On this episode, Passan discusses how why he wrote the book, how to get year-long access to subjects, what it was like interviewing Sandy Koufax, the most interesting single story in baseball this year, why Barry Bonds and Roger Clemens should be in the Hall of Fame, and more.
Drape discuses why we should still care about American Pharoah, his experience inside a thoroughbred breeding shed, the personalities of Bob Baffert and Ahmed Zayat, the favorites for the 2016 Kentucky Derby, why stories about the treatment of horses resonate, where American Pharoah ranks historically, and more.
A reminder: you can subscribe to the podcast on iTunes and Stitcher, and you can view all of SI’s podcasts here. If you have any feedback, questions or suggestions, please comment here or tweet at me.
4. Non sports pieces of note:
• Laura Reiley of the Tampa Bay Times had a remarkable piece on the scam some restaurants are pushing when it comes to local products.
• The Economist obit on Joseph Medicine Crow.
• Via the New York Times: 272 slaves were sold to save Georgetown University. What does it owe their descendants?
• The Guardian’s Jon Ronson interviews Monica Lewinsky, 20 years after the storm.
• How much would you pay to eliminate jet lag?
• From Wired: The strange case of the women who couldn’t remember her past and can’t imagine her future.
• The dark side of the Guardian comments section.
• The Washington Post on the greatest singer that never made it.
• Via Kashmir Hill of Fusion: How an internet mapping glitch turned a random Kansas farm into a digital hell.
• New York Magazine’s Gabriel Sherman on Megyn Kelly’s future.
• Boston Globe writer Eric Moskowitz on Patrick Downes, who with Adrianne Haslet-Davis will become the first people who lost limbs in the 2013 Boston Marathon bombing to attempt to run the full race.
Sports pieces of note:
• New York Times reporter Andrew Keh examined a group of fans who believe flagrant fouls against Jeremy Lin are not being called.
• From The MMQB’s Jenny Vrentas: The tale of the mystery German wide receiver who may get drafted without ever playing football in the U.S.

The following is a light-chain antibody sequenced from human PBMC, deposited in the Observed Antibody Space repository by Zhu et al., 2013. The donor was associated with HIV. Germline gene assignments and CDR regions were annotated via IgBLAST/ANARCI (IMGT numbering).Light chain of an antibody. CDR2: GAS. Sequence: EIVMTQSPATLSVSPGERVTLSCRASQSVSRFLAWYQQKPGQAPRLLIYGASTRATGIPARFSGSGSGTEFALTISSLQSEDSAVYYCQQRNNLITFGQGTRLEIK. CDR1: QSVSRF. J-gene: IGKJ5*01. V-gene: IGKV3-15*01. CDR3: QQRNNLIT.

• Via Kevin Van Valkenburg of ESPN The Magazine: Does Carson Wentz really add up to $20 million?
• From Runners World: Dozens suspected of cheating to enter Boston Marathon.
• Michael Powell of the New York Times exposed a Yankee executive complaining about revenue sharing.
• Author Charles Leerhsen, on why Ty Cobb has been wronged by history.
5a. The Wall Street Journal examined FS1’s Hail Mary programming plan.
5b. TSN’s Michael Farber narrates a piece on the 20-year anniversary of the Panthers' unlikely Stanley Cup run.
5c. Todd McShay signed a multi-year agreement to remain with ESPN, a clear sign that he is the long-term successor to Mel Kiper Jr. when it comes to all NFL Draft coverage.
5d. NBC announced last week that Marv Albert will call U.S. Olympic men’s basketball games for the first time since the Atlanta Games in 1996. ESPN’s Doug Collins will serve as the analyst; the reporter will be Craig Sager. The women’s Olympic basketball tournament will be called by CSN-Philadelphia announcer Marc Zumoff (he calls the Sixers), with Ann Meyers as the analyst and Ros Gold-Onwude, who works Golden State Warriors telecasts for CSN-Bay Area, as the reporter.5e.
5f. Fox Sports 1 will broadcast six National Women's Soccer League games this season, the second consecutive year that the network will air games.
5g. Showtime will air weekly episodes of a docu-series starting May 20 titled All Access: Quest for the Stanley Cup.
5h. CBS Sports and Turner announced an eight-year extension of the current multimedia rights agreement for the Division I Men’s Basketball Championship. The new contract extends the agreement through 2032 and gives both CBS and Turner the ability to air the games across any platform within their respective portfolios, including those to be created over the life of the agreement. The total rights fee for the extension is $8.8 billion, according to the partners. More information here.
5i. HBO’s The Fight Game profiles 21-year-old boxer, Claressa Shields.
5j. Here’s how University of Wisconsin-Milwaukee basketball play-by-play announcer Bill Johnson left his job after 17 years.
5k. The Edge of Sports podcast talked to the longtime New York Times sports writer Robert Lipstye, who had some interesting things to say about his experience as ESPN’s ombudsman. In short, Lipstye believed the position had no impact on ESPN.